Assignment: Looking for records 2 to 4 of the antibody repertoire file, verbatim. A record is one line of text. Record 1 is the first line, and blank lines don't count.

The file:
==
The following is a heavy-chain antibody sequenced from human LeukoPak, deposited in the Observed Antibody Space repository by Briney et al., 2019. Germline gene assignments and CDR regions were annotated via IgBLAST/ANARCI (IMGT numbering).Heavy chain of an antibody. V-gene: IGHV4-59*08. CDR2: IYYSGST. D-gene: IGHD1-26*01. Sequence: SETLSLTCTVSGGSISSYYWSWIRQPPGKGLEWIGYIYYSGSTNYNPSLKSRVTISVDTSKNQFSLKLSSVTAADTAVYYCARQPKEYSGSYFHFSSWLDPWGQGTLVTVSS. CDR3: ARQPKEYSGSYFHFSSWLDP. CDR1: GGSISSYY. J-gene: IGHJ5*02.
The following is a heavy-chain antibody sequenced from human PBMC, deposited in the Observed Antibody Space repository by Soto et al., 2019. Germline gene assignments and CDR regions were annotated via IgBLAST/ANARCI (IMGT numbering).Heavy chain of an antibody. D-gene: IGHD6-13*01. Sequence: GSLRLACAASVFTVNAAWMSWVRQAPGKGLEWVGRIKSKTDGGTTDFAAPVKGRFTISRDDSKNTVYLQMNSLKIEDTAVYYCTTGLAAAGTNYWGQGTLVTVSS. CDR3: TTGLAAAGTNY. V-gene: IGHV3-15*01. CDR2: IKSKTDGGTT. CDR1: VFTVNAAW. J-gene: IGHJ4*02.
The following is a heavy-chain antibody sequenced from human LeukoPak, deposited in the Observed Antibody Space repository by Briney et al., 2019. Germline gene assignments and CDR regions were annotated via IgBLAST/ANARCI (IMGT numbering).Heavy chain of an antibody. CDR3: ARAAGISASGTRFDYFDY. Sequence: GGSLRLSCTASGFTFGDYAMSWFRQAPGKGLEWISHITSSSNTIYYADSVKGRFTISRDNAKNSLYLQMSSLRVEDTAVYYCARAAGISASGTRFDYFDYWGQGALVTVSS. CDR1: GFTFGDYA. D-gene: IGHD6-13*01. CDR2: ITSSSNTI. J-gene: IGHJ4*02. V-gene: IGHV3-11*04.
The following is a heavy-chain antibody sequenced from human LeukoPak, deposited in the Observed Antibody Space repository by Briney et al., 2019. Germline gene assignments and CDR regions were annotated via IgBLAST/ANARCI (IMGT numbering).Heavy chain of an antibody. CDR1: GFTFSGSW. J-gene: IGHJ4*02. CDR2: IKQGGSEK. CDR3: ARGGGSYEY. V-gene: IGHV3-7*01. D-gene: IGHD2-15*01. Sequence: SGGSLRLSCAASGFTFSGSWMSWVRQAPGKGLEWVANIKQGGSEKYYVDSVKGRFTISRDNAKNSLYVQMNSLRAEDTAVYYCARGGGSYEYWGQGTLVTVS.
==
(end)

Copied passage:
The following is a heavy-chain antibody sequenced from human PBMC, deposited in the Observed Antibody Space repository by Soto et al., 2019. Germline gene assignments and CDR regions were annotated via IgBLAST/ANARCI (IMGT numbering).Heavy chain of an antibody. D-gene: IGHD6-13*01. Sequence: GSLRLACAASVFTVNAAWMSWVRQAPGKGLEWVGRIKSKTDGGTTDFAAPVKGRFTISRDDSKNTVYLQMNSLKIEDTAVYYCTTGLAAAGTNYWGQGTLVTVSS. CDR3: TTGLAAAGTNY. V-gene: IGHV3-15*01. CDR2: IKSKTDGGTT. CDR1: VFTVNAAW. J-gene: IGHJ4*02.
The following is a heavy-chain antibody sequenced from human LeukoPak, deposited in the Observed Antibody Space repository by Briney et al., 2019. Germline gene assignments and CDR regions were annotated via IgBLAST/ANARCI (IMGT numbering).Heavy chain of an antibody. CDR3: ARAAGISASGTRFDYFDY. Sequence: GGSLRLSCTASGFTFGDYAMSWFRQAPGKGLEWISHITSSSNTIYYADSVKGRFTISRDNAKNSLYLQMSSLRVEDTAVYYCARAAGISASGTRFDYFDYWGQGALVTVSS. CDR1: GFTFGDYA. D-gene: IGHD6-13*01. CDR2: ITSSSNTI. J-gene: IGHJ4*02. V-gene: IGHV3-11*04.
The following is a heavy-chain antibody sequenced from human LeukoPak, deposited in the Observed Antibody Space repository by Briney et al., 2019. Germline gene assignments and CDR regions were annotated via IgBLAST/ANARCI (IMGT numbering).Heavy chain of an antibody. CDR1: GFTFSGSW. J-gene: IGHJ4*02. CDR2: IKQGGSEK. CDR3: ARGGGSYEY. V-gene: IGHV3-7*01. D-gene: IGHD2-15*01. Sequence: SGGSLRLSCAASGFTFSGSWMSWVRQAPGKGLEWVANIKQGGSEKYYVDSVKGRFTISRDNAKNSLYVQMNSLRAEDTAVYYCARGGGSYEYWGQGTLVTVS.